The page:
Skip to main content

EA reaches preliminary settlement with exploited NCAA players

rules led death ncaa football series violate antitrust laws 2014 oregon

It has been a long and fraught legal road since former UCLA basketball player Ed O’Bannon first filed suit against EA Sports in 2009 for unlawfully using his likeness in the publisher’s NCAA Basketball games. O’Bannon was soon joined by former Arizona State quarterback Samuel Keller, and the case quickly spiraled into a class-action lawsuit from college athletes who felt that EA Sports and the NCAA had illegally profited from their representations.

EA has finally reached a tentative settlement agreement with the players, represented by the firm Hagens Berman Sobol Shapiro LLP.The settlement, if approved by the U.S. District Court of Northern California, will see EA shelling out nearly $1,000 per appearance to thousands of players who have appeared in the annual rosters of the NCAA Football, Basketball, and March Madness games since 2003, totaling upwards of $40 million.

Related Videos

The crux of the conflict lies in an NCAA policy preventing its players from profiting off of their athletic performances. While the players themselves were prohibited from receiving compensation, the NCAA, its schools, and any other companies with licensing agreements, such as EA Sports, were not, which irked players who felt exploited by the arrangement. In contrast, EA pays the NFL Players Union nearly $35 million each year to use the players’ names and likenesses in games. EA successfully claimed First Amendment protection against the initial suit, but subsequent appeals have gone in favor of the players.

The rapidly-growing group of players brought a suit against EA and the NCAA to lift the restriction and compensate for losses. Unwilling to accept the blame, the NCAA fired back in late 2013 with a suit of its own against EA for failing to provide enough liability insurance against third-party claims, and against the Collegiate Licensing Company for failing to sufficiently advise EA on the contractual obligations that it breached and for not providing the NCAA with certain documents. The NCAA essentially claims that EA and the CLC cut it out of the settlement proceedings, and wants the onus of responsibility to shift accordingly.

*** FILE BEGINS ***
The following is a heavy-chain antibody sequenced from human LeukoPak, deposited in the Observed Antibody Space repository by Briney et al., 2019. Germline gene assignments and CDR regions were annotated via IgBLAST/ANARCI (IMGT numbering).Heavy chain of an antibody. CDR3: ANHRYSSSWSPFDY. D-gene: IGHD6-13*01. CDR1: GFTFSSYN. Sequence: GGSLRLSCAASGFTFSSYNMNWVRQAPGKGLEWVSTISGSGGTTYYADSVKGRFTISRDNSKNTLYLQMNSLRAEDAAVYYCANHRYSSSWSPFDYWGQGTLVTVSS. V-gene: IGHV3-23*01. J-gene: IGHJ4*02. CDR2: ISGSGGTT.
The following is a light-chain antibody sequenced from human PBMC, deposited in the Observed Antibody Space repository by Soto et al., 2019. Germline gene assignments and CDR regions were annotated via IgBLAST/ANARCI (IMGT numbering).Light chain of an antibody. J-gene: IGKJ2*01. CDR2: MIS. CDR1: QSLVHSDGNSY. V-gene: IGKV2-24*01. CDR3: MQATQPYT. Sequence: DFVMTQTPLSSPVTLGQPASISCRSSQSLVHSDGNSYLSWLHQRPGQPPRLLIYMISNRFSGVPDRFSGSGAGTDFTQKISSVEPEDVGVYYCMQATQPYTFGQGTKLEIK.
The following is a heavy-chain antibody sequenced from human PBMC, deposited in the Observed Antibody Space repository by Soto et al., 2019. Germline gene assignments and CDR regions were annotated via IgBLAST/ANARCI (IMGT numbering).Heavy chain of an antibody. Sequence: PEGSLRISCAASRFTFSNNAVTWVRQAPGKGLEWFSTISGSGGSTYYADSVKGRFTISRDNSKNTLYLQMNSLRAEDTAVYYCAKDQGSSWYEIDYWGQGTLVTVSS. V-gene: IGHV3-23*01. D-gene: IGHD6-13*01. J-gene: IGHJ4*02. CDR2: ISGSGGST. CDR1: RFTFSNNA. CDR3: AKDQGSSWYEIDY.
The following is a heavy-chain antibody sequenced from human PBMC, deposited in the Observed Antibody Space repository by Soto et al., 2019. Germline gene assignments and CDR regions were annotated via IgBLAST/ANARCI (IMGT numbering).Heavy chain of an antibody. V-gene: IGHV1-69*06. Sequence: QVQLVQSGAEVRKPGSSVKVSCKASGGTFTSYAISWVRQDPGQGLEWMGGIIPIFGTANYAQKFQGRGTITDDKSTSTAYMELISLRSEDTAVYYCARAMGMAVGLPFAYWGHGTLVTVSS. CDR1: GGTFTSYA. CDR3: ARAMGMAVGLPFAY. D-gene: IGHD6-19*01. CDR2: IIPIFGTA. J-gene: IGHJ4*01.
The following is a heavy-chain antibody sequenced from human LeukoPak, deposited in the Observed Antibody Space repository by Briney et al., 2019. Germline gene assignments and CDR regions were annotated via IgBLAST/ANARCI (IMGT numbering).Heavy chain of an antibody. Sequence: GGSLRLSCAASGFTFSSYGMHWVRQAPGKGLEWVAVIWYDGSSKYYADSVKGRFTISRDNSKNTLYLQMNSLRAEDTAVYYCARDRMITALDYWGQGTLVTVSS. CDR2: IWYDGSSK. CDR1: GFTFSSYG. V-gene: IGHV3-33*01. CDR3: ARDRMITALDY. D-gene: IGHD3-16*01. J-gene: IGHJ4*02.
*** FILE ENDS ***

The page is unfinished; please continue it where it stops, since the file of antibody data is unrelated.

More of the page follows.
Despite EA, the NCAA, and the CLC showing a united front for the first few years of the players’ legal assault, the suit’s pressure was simply too much for the relationship to endure, and the licensing agreement was dissolved as of the most recent batch of 2014 NCAA games.

The settlement with the players was delayed by complications with the NCAA’s subsequent suit, but will tentatively be moving forward, pending judge’s approval. The class-action will cover any players who were included in the team roster of an NCAA-branded game from May 4, 2003 up to the preliminary approval date.

Editors' Recommendations

Digital Trends Live: Uber goes hourly, EA renews Madden, Galaxy Buds review
digital trends live episode 388 mad20 se 16x9

On this episode of Digital Trends Live, host Greg Nibler discusses the top-trending tech topics of the day, including an update on President Trump's fight with social media, Uber’s “hourly” function, EA's renewal of Madden, the SpaceX launch attempt set for tomorrow, a Galaxy Buds review, and more.
Cathy Hackl

We then speak with technology futurist Cathy Hackl, who talks about the future of office work, and how remote working has been accelerated by the coronavirus.

Read more
EA renews Madden exclusivity deal with NFL, NFLPA
Madden NFL 20

Electronic Arts renewed its exclusivity deal with the NFL, locking in Madden as the only NFL-approved football sim for years.

EA Sports, the National Football League, and the NFL Player’s Association announced a multiyear renewal of their long-term partnership on Thursday.

Read more
Manchester United sues Sega, Sports Interactive for trademark infringement
manchester united youtube channel old trafford

Manchester United, the most decorated team in English football, has filed a trademark infringement lawsuit against Sega and Sports Interactive over the usage of its name in Football Manager.

Football Manager, which has been released annually since 2004 as the successor to Championship Manager that started in 1992, is a soccer simulator series that dives into the technical details of running a team. As the franchise nears 30 years, Manchester United decided to sue over the usage of its name in the game, The Guardian reported.

Read more